Sandra Bernhard is a gay icon. From her days as ‘Nancy’ in Roseanne to her cabaret, burlesque, social commentary and rock ‘n’ roll’ shows, her friendship with Madonna, her controversy… we could identify with her and she made us laugh. Now she brings her cult show ‘Without You I Am Nothing’ back to the UK and we sent Simon Savidge to catch up with her.
You’re bringing ‘Without You I Am Nothing’ back for an anniversary show, I wondered what made you want to bring that specific show back as it wasn’t your first show….
It was genuinely by demand from my fans. I guess when you do something that is, for some people, a kind of cultural signpost they want you to do it again. I am not the kind of performer who generally, in the course of a new show, pulls out old material so I hadn’t done any of it since. The fact it falls on its 20th anniversary seems quite special too.
Is it nerve-racking bringing it back after the success it had, it was a seminal piece?
Nerve-racking … erm not so much… though I do get nervous before every show, which people don’t tend to think I would, but really I do. I have added a few bits and changed the sounds of some of the song to make them slightly more up to date but really the whole thing hadn’t aged. I have… the show hasn’t, which is quite unfair (laughs).
Was it quite nostalgic?
Definitely. As the show was pieces from my life… things I have been through and experienced. It was nice to return to what felt like a friend I hadn’t seen for a long time and catching up.
It does seem a nostalgic time with people looking back at the eighties in real fondness. If Roseanne was to come back would you do it?
Oh sure without a thought. I don’t think it would come back, not because we wouldn’t all do it, I am sure we would. I don’t think it would happen because networks need to have control and won’t let artists like Roseanne be the boss anymore, which is sad. There seem to be less true stars on TV now.
Is it exciting to be back in the UK?
You know any excuse to come to the UK and I am excited (laughs) it sounds really false when people say “I love the UK” but I honestly do. I love London and I get inspired by Europe in general. I cant wait to see my gay audience… without you I am nothing (laughs). That was quite dramatic wasn’t it?
You have a huge gay fanbase…
I should hope so. I think I speak out which helps. I am not afraid to say what I think, I get irony and I am open to everyone. I guess I am quite campy and can be quite emotional and over the top and people like that.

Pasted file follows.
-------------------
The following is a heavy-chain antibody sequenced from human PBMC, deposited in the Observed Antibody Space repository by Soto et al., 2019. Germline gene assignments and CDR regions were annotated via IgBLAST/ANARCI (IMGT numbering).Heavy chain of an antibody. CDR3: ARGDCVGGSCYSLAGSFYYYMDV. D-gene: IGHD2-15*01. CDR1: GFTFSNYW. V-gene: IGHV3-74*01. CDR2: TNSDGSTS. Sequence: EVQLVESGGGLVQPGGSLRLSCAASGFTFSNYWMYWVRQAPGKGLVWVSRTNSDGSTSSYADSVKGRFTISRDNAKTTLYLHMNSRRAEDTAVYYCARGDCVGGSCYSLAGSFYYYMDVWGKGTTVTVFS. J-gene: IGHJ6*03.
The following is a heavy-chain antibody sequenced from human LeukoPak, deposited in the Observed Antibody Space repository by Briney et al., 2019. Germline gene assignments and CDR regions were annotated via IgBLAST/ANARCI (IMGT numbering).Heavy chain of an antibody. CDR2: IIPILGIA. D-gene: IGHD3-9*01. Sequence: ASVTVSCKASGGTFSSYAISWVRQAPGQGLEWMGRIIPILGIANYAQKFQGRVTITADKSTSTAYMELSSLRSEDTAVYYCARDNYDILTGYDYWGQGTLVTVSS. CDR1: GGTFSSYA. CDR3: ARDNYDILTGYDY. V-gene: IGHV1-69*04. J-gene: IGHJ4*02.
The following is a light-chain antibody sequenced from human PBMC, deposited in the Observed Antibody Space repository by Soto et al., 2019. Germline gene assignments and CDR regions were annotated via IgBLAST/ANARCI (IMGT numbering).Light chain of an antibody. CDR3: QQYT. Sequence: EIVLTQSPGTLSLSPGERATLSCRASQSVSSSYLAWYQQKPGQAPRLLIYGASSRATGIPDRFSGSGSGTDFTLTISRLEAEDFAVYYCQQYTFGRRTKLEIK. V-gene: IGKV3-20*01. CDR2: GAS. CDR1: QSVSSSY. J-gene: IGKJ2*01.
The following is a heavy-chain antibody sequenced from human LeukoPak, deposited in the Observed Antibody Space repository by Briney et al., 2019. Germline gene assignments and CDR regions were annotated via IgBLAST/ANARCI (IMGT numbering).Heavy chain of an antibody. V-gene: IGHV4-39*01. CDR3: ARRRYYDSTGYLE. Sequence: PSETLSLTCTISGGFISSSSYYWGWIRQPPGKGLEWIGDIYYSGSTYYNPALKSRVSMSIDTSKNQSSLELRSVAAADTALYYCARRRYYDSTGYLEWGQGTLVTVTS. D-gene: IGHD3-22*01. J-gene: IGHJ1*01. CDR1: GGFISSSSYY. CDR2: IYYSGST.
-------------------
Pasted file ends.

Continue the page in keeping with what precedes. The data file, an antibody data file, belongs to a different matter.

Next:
You write, you sing, you act and perform, if you had to choose one of those which would it be?
Oh my god! That would be impossible. I don’t think I could choose. I think all of them really interlink. I started performing and making people laugh when I was about five, from then so I see it as a gift. I love the fact strangers want me to make them laugh. You know, even when I am buying a sandwich and I love that and will always try and make folk laugh. I like to oblige my public (laughs) if I can make you laugh… I’m there.
You have always been quite tough on ‘fame’ in your shows but what are the perks of it… after all you are famous?
You know I look back on the shows where I would slate fame and think ‘but at least back then people had gotten where they were with talent… or some talent’. I want people to do it the old school way like Pink… she has worked so, so hard and is genuinely talented… that’s how it should be. Sadly, now anyone can be famous for the most banal reasons and everyone can have their fifteen minutes of fame, which sometimes is fifteen minutes too long (laughs) but now it’s about hype not longevity. My favourite thing about fame is genuinely meeting people, the other side is being quite political… I can say things that get the right causes noticed, that’s great.
We mentioned Roseanne earlier, do you ever get annoyed by people asking that, like I did, or asking about your friendship with Madonna?
That’s a very clever way of asking me isn’t it (laughs)… I love you gays. I don’t mind as much about Roseanne because she employed me and because it was an amazing show. Also, I am still very good friends with her so, in that way, it’s a relevant subject and relationship. I guess the thing that bothers me about Madonna is ultimately it was a period in time and I don’t get why people find it so fascinating so many years later. I find that more interesting than talking about her. There is no light I can really shed on her.
I think people are just fascinated as to who she really is and the whirlwind that she creates in a way…
Yeah I know… but I think they should look at how few friendships she keeps in her life and see that (laughs) that’s not actually something to aspire to. I am so lucky with the friends that I have. I do have some ‘celebrity’ friends but I also have friends who are real people… you know we could become great friends. I try and have friends who keep me grounded, she doesn’t do that and I find that quite sad and weird.
Does it ever annoy you that you are labelled ‘controversial’?
Honey when they stop saying that, that is when I am gonna get irritated (laughs). I think being truly controversial, not any of this superficial way just for the sake of it or for selling yourself, is really important. If I am not doing that… I am not doing my job properly.
Photo courtesy: William Baker